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'There's No Place to Put Any Money'

"There's no place to put any money," one trader lamented to me this morning, arguing why he thought the market had a good chance of rising even through the QE2 uncertainty. It's not just the ten-year Treasury at 3.14 percent. This trader noted that he had a Fidelity triple tax free account that had $500.12 left in it after her purchased some art. Eight months later, it still had $500.12. No interest, in 8 months.

The euro is stronger, dollar weaker, commodities are up this morning. Europe stronger on firm talk of "no Greek restructuring" from European officials.

Goldman Sachs, which last month urged clients to sell commodities, is now turning "more bullish" on commodities (hey, they're traders), particularly oil, copper and zinc.

Just so we're all reading from the same script...Morgan Stanley's Commodity Strategist, Hussein Allidina, is raising his 2011 and 2012 Brent forecast from $100/105 to $120/130 per barrel.

Moody's on a Greek default: "The full impact on Europe's capital markets would be hard to predict and harder still to control." Moody's the latest ratings agency to get into the finger-wagging game with Greece, joining Fitch and S&P in warning that any kind of "voluntary debt restructuring" would be considered a default; Athens for its part is playing a dangerous game of brinksmanship by saying it might default unless it gets more funds from the European Union.

Moody's has gone a bit further than its rivals, noting that any Greek default would bring into question the creditworthiness of other issuers (Portugal and Ireland, as well as the Greek banks) by triggering further downgrades. They explicitly stated that a sovereign default in Greece would likely be accompanied by default on bank debt as well.

Greece also announced they are speeding up their privatization process.

Elsewhere:

1) A new issuance tidal wave: Russian internet giant Yandex priced above its range, selling 52.17 million shares at $25, above price talk of $22-$24, but the big Kahuna this week will be AIG , seeking to price 300 million shares (200 million from the government, 100 million from AIG) after the close tonight. That's about $9 billion, assuming it prices near $30 (the government's break-even price is reportedly $28.70).

It's a huge week for new shares; about $20 billion in IPOs and secondaries are being floated this week according to TrimTabs.com, on top of about $9 billion last week. By contrast, last year averaged about $4 billion in new issuances a week.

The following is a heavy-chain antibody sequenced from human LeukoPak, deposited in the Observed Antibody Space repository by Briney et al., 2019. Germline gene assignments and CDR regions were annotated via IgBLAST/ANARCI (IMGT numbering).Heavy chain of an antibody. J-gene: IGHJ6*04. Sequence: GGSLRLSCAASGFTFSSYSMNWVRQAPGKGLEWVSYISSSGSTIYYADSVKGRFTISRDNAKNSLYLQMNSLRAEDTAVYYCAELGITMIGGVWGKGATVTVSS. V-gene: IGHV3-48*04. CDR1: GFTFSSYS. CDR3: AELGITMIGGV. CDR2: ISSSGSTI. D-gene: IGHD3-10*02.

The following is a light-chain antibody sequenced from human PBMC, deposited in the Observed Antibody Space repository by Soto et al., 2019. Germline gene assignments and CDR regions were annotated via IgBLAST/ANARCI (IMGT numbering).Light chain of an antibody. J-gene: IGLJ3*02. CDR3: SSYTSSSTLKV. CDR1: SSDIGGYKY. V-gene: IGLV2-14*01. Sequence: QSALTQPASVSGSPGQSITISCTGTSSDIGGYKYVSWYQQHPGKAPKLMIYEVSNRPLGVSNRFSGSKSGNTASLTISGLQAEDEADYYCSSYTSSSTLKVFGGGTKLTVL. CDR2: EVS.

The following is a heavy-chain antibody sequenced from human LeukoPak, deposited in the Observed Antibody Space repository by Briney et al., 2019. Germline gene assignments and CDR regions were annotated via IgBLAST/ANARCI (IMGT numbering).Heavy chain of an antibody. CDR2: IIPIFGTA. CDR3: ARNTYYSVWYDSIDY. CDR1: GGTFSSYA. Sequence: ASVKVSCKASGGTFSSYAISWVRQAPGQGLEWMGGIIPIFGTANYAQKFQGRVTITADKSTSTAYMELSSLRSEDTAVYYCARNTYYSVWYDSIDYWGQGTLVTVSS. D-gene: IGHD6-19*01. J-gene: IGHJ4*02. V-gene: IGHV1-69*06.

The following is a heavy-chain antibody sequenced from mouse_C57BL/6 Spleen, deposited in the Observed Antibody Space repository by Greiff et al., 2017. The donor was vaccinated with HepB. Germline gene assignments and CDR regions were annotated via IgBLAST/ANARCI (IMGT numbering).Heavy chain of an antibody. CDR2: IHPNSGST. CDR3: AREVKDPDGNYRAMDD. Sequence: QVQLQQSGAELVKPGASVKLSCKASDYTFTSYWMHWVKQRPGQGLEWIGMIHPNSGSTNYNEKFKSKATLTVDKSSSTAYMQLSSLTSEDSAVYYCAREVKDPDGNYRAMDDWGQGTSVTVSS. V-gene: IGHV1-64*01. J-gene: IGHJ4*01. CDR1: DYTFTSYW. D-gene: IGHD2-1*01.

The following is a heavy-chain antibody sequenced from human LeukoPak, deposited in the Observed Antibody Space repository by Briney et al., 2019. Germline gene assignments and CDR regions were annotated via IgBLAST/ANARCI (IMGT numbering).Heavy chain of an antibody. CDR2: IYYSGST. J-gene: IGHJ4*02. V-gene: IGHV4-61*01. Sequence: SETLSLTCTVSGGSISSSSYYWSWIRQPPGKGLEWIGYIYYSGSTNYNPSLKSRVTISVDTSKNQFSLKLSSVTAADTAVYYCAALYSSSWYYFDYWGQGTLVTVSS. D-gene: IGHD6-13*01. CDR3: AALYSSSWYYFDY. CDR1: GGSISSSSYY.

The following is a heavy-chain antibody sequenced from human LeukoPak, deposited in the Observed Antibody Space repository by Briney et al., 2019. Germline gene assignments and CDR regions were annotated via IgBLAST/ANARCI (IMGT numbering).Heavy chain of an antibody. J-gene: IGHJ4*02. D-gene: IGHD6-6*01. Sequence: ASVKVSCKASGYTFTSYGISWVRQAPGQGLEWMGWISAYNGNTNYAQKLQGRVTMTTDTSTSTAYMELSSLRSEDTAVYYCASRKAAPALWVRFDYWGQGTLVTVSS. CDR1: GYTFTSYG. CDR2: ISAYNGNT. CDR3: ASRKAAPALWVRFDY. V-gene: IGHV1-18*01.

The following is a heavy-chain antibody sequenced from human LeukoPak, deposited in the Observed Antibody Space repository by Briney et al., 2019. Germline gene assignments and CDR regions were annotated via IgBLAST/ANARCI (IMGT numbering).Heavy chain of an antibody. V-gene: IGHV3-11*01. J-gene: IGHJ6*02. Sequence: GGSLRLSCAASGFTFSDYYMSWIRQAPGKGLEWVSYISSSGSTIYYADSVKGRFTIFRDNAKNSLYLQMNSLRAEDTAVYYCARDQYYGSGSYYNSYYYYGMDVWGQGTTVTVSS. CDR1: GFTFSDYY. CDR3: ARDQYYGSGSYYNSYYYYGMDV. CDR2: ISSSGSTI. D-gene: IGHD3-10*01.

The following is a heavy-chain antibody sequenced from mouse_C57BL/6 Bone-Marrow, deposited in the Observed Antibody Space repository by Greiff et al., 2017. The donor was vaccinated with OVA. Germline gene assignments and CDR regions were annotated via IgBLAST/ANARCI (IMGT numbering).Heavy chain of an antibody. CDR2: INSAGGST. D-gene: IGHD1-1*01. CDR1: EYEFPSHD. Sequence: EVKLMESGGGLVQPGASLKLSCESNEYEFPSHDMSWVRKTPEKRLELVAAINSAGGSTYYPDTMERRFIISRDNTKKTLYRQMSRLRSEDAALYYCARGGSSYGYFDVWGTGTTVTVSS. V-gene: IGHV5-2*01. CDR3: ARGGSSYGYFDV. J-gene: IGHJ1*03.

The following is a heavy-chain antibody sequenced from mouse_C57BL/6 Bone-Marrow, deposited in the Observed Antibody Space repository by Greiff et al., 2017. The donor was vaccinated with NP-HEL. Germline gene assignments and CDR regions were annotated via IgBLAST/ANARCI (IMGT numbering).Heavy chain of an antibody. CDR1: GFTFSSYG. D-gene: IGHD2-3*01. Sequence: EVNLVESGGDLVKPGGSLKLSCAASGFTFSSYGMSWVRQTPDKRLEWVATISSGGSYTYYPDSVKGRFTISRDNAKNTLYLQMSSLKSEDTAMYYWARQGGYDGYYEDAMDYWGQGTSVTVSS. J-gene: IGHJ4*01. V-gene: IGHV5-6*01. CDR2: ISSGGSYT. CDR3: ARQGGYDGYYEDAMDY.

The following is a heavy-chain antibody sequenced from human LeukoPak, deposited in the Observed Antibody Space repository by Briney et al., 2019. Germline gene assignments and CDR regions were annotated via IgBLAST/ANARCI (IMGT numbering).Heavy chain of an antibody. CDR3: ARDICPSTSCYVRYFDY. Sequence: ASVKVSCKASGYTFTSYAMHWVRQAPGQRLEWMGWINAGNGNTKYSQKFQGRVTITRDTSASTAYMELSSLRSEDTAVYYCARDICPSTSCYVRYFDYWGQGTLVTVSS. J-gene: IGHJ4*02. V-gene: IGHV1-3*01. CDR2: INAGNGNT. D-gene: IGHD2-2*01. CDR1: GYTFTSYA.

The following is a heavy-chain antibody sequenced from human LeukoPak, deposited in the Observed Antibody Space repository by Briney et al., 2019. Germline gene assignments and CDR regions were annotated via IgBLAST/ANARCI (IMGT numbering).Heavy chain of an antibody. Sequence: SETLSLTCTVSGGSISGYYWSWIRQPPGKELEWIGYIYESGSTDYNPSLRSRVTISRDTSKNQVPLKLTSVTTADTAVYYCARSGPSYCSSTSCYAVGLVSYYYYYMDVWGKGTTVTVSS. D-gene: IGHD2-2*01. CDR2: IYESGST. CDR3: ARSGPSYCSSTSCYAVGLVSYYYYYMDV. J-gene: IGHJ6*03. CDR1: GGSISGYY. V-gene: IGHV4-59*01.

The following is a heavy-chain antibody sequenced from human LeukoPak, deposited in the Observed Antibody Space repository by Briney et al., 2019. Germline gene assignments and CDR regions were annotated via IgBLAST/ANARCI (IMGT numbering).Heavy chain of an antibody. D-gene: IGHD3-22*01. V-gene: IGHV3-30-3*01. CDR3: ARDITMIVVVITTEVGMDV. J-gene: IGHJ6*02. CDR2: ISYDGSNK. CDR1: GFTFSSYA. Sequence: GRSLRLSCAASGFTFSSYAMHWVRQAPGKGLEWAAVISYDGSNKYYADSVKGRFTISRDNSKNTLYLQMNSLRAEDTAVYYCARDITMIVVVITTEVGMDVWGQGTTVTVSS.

2) AutoZone rises 3 percent after easily topping Q3 estimates ($5.29 vs. $4.98 consensus). The auto part retailer's bottom line was helped by a much better-than-expected 5.3 percent rise in comps during the quarter and expanding merchandise margins. The company does not give guidance, but the big question is: will rising or high gas prices impact sales?

3) More price increases on the way. J.M. Smucker announced an average 11 percent hike in prices across its coffee brands, which includes its popular Folgers brand. It's the 4th price increase enacted over the past year, during which coffee commodity prices have nearly doubled.

But juggling price increases with a cautious consumer is the challenge for many companies. Citigroup maintains its hold on PepsiCo after it met with the beverage and snack maker's management. Citi cautions that it remains concerned that higher prices may be difficult to pass on in the current consumer environment.

4) Deere edges up slightly after raising its quarterly dividend by 17 percent to $0.41 per share.

5) Medtronic falls 2 percent after missing Q4 estimates ($0.90 vs. $0.92 consensus). The medical devices maker saw a 16 percent drop in implantable cardiac defibrillators

6) El Paso up 9 percent pre-open, is separating into two publicly traded companies by the end of the year, a pipeline company and an exploration and production company. They also raised full year forecasts.

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